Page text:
Paradigm and a16z file joint amicus brief in SEC v. Coinbase
TLDR: Paradigm and a16z filed a joint amicus brief in SEC vs. Coinbase that supplements the arguments made by Coinbase in its filing last week and demonstrates why the SEC’s approach is unsupported by case law and represents a significant and problematic expansion of its regulatory authority.
Our amicus brief agrees with Coinbase’s fundamental submission: Supreme Court precedent supports the requirement of a contractual obligation to find an “investment contract.” Since the SEC’s complaint fails to plead any such contract, it should be dismissed.
In addition, the brief makes three supplementary points:
First, the test for an investment contract established in Howey, even if understood to extend beyond contractual arrangements, does not justify the SEC’s unprecedented claims against Coinbase. The SEC attempts to exert jurisdiction over secondary market transactions of digital assets by relying on the word “scheme” in the trilogy of words in Howey describing an investment contract (“contract, transaction or scheme”). Whatever breadth the word “scheme” might have, the SEC has failed to allege the existence of any relationship between the original developers of digital assets and the independent and unrelated market participants who engaged in exchange-based transactions. Nor do the secondary market transactions of digital assets satisfy the “common enterprise” element of the Howey test, since the SEC has failed to allege any identifiable legal or business relationship between digital asset developers and the parties involved in secondary market transactions.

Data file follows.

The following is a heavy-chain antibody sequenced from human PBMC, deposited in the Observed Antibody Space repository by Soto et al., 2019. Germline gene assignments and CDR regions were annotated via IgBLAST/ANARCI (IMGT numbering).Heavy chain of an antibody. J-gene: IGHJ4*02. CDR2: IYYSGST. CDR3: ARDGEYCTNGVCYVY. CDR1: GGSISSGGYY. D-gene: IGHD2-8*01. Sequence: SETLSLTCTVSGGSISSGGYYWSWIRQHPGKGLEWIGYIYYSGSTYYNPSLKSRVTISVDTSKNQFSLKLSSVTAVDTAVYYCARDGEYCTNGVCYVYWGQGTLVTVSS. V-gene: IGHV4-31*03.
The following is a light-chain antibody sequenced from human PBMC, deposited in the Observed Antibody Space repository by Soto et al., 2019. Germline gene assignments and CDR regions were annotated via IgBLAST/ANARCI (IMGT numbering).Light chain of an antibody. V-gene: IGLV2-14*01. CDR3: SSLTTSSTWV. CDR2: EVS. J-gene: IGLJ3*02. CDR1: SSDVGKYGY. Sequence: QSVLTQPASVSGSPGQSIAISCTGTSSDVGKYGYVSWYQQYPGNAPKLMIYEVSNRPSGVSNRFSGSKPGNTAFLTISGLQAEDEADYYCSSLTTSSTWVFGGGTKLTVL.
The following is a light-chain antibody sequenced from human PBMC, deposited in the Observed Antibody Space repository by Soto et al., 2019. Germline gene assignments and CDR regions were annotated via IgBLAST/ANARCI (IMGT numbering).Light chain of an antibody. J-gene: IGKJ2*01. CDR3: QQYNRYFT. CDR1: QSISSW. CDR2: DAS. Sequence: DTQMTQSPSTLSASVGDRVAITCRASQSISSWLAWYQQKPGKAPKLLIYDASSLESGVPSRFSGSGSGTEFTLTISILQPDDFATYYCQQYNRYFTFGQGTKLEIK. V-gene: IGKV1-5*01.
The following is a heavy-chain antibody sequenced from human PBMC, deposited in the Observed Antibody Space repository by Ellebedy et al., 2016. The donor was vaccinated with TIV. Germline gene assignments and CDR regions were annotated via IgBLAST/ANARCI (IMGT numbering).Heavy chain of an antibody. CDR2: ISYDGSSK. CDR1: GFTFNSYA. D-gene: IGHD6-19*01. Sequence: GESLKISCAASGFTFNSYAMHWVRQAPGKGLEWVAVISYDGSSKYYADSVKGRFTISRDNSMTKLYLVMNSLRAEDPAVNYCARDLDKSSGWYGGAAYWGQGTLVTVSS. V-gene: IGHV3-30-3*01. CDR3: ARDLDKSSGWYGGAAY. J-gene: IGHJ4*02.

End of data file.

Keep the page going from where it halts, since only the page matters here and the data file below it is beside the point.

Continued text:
Second, taken to its logical conclusion, the SEC’s position would sweep into the agency’s jurisdiction ordinary transactions in a range of commodities, collectibles, and other assets that the securities laws have never reached. Sales of commodities like oil, collectibles like art, or even a Tesla would, under the SEC’s boundless theories, suddenly become subject to the securities laws. This dramatic expansion of the SEC’s jurisdiction is not only unwarranted, but would also have a destabilizing effect on large swaths of the economy.
Finally, the law, correctly interpreted, forecloses the SEC’s claims— but if any doubt remains, the major questions doctrine prevents the SEC from unilaterally expanding its authority and jeopardizing the development of a critical technology in the United States. Instead, Congress must craft the appropriate rules. Regulation is essential to address the novel questions raised by blockchain technology and digital assets, which were unforeseeable when Congress enacted the securities laws nearly a century ago. But allowing the SEC to generate new rules through ad hoc expansion of the securities laws creates an unpredictable legal environment that harms entrepreneurs and consumers alike.